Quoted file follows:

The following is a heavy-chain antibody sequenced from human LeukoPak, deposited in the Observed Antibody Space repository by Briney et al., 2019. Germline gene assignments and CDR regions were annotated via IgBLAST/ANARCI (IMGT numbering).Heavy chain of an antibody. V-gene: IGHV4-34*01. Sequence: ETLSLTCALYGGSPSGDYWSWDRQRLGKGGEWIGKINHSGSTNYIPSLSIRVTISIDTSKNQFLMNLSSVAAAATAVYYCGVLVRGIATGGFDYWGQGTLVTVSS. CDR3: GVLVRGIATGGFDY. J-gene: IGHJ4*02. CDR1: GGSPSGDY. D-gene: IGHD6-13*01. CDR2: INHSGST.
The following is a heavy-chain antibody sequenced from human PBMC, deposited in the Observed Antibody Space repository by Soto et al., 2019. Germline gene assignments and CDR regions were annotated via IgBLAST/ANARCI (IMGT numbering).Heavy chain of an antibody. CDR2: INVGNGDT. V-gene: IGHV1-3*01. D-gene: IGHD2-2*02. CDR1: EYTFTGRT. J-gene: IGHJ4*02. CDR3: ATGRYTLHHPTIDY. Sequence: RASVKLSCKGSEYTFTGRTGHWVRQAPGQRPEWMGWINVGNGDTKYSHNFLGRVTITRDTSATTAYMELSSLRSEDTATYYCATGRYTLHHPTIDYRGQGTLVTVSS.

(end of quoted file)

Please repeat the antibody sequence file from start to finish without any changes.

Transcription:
The following is a heavy-chain antibody sequenced from human LeukoPak, deposited in the Observed Antibody Space repository by Briney et al., 2019. Germline gene assignments and CDR regions were annotated via IgBLAST/ANARCI (IMGT numbering).Heavy chain of an antibody. V-gene: IGHV4-34*01. Sequence: ETLSLTCALYGGSPSGDYWSWDRQRLGKGGEWIGKINHSGSTNYIPSLSIRVTISIDTSKNQFLMNLSSVAAAATAVYYCGVLVRGIATGGFDYWGQGTLVTVSS. CDR3: GVLVRGIATGGFDY. J-gene: IGHJ4*02. CDR1: GGSPSGDY. D-gene: IGHD6-13*01. CDR2: INHSGST.
The following is a heavy-chain antibody sequenced from human PBMC, deposited in the Observed Antibody Space repository by Soto et al., 2019. Germline gene assignments and CDR regions were annotated via IgBLAST/ANARCI (IMGT numbering).Heavy chain of an antibody. CDR2: INVGNGDT. V-gene: IGHV1-3*01. D-gene: IGHD2-2*02. CDR1: EYTFTGRT. J-gene: IGHJ4*02. CDR3: ATGRYTLHHPTIDY. Sequence: RASVKLSCKGSEYTFTGRTGHWVRQAPGQRPEWMGWINVGNGDTKYSHNFLGRVTITRDTSATTAYMELSSLRSEDTATYYCATGRYTLHHPTIDYRGQGTLVTVSS.